As the conflict escalated over the summer of 1993, the chairman of the supervisory board, Klaus Liesen, asked me to go to the United States to determine how damaging the possible fallout might be and how it could be avoided. In mid-August, I went to Washington, D.C., where I had a series of intense meetings with old friends and acquaintances.

I met with prominent lawyer and Clinton administration adviser Vernon Jordan, whose partner Robert Strauss eventually acted as VW’s chief counsel in the United States. I had a telephone conversation with TomWyman, who was a former president of CBS television and a member of the GM board since 1985. I shared Wyman’s suggestion with Liesen and Piech immediately –that two representatives from each side needed to meet and draft an apology letter.

When Wyman and I met in London in early February, we failed to reach an agreement. Now he had a formal negotiating mandate from GM and insisted that a mere apology would not suffice.

In June, Klaus Liesen asked me again to try another effort at behind-the-scenes mediation and meet again with Tom Wyman. Wyman and I worked endlessly during the summer of 1996 to convince the main protagonists to agree to peace talks. We agreed the meeting should take place in London, with GM represented by its chairman and VW by its chairman, Klaus Liesen, and me. We agreed to compensate GM for the damages it had allegedly suffered and that all legal actions initiated on both sides would stop and all lawsuits would be withdrawn.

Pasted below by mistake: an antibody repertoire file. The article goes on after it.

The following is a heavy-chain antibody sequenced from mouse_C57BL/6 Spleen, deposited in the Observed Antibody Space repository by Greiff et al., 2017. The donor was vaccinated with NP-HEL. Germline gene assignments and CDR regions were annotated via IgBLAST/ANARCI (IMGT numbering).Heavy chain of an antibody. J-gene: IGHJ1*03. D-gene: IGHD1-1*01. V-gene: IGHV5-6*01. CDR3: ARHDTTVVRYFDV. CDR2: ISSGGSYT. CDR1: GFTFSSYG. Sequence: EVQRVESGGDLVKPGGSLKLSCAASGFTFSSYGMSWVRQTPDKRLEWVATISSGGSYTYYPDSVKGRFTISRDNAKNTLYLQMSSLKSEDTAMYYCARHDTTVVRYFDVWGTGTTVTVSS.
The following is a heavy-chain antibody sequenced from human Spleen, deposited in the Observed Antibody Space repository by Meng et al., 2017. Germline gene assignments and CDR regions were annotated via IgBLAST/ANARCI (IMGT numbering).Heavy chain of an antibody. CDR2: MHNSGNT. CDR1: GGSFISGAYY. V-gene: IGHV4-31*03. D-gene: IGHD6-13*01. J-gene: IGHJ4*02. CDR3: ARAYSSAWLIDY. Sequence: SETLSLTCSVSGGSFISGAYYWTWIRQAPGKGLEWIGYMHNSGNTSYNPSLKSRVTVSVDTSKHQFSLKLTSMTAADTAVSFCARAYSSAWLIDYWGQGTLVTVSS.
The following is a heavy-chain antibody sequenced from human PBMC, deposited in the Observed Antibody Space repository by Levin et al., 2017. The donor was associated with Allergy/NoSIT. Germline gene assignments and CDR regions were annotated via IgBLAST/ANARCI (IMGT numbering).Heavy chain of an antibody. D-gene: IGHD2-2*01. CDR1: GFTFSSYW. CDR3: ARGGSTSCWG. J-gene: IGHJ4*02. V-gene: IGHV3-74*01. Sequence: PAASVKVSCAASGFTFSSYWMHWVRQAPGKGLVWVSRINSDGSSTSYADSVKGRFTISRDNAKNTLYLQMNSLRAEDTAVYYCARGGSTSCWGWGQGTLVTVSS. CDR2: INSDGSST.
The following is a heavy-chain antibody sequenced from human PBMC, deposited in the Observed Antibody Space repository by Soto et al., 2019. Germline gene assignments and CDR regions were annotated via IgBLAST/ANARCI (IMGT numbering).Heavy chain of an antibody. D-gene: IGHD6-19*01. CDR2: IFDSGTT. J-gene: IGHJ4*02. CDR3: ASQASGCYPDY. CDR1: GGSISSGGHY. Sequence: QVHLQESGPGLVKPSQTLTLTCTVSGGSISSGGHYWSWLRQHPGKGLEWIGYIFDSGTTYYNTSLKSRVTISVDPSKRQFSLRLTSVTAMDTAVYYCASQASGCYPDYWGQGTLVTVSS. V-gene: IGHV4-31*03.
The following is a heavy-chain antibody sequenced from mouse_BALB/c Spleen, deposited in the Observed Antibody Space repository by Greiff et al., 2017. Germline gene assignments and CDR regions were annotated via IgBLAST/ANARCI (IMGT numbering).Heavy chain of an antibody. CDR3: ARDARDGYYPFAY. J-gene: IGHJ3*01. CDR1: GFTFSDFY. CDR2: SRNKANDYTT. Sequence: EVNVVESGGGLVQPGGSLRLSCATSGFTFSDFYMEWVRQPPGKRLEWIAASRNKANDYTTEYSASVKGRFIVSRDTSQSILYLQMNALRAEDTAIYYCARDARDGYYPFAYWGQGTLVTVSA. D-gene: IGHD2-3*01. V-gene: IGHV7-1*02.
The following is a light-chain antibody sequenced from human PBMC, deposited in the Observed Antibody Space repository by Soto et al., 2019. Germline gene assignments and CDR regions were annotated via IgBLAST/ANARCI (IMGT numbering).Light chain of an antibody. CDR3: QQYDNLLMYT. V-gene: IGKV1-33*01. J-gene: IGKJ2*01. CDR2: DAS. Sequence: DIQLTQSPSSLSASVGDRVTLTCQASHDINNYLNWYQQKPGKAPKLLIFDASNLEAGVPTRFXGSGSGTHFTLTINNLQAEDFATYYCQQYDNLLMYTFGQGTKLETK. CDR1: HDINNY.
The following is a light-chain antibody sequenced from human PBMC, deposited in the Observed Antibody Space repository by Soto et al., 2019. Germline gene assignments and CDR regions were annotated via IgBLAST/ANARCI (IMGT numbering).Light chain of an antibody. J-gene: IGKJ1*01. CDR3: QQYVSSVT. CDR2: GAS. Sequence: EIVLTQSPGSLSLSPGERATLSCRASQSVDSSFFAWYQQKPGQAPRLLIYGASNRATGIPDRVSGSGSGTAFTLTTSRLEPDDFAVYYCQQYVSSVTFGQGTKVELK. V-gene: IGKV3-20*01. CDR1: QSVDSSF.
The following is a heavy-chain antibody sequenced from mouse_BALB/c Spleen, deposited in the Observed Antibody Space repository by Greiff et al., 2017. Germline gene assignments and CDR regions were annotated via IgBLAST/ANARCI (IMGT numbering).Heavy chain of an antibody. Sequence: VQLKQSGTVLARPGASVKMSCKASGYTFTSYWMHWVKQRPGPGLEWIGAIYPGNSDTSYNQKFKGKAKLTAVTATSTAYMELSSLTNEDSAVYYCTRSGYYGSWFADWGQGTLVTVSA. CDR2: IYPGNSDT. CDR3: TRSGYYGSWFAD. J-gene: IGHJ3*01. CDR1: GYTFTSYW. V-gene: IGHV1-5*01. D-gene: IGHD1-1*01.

How did Atlantik-Brücke keep German-American relations on an even keel during the Berlin-Washington split over the U.S. invasion of Iraq in 2003?

In spite of German resistance to support American military efforts and prevailing anti-American sentiments, Atlantik-Brücke decided to offer its support of the United States. On January 29, 1991 we placed advertisements in a number of leading German newspapers – we appealed for demonstrations of solidarity with the United States and its troops deployed in the Gulf.

We asked Germans to provide aid and comfort the families of deployed soldiers remaining behind in Germany. We also collected a significant amount of money. We coordinated with the Army Emergency Relief Agency for optimal distribution of our funds and eventually set up an endowment in support of the education of children who had lost a parent in the Gulf War.

The significance of your “bridge building” role is demonstrated in a host of situations at home and abroad. How was your involvement demonstrated specifically in the U.S.?

After 9/11, we worried about the future of transatlantic relations, so our Young Leaders suggested we placed an advertisement in the New York Times highlighting the strong bonds of continuing friendship between the United States and Germany.

We received many responses from Americans and from Germans – over 600 persons. Then in 2005, when Hurricane Katrina flooded New Orleans, Atlantik-Brücke was meeting in North Dakota and offered its help.

In cooperation with the government of North Dakota and the German embassy in Washington, we took on sponsorship of a number of families from New Orleans and helped relocate them to North Dakota to establish a new life there. When we visited New Orleans later, we realized that more help was needed. We launched a fund drive, which brought over $1 million to help rebuild the gymnasium of the Lusher Charter School in New Orleans.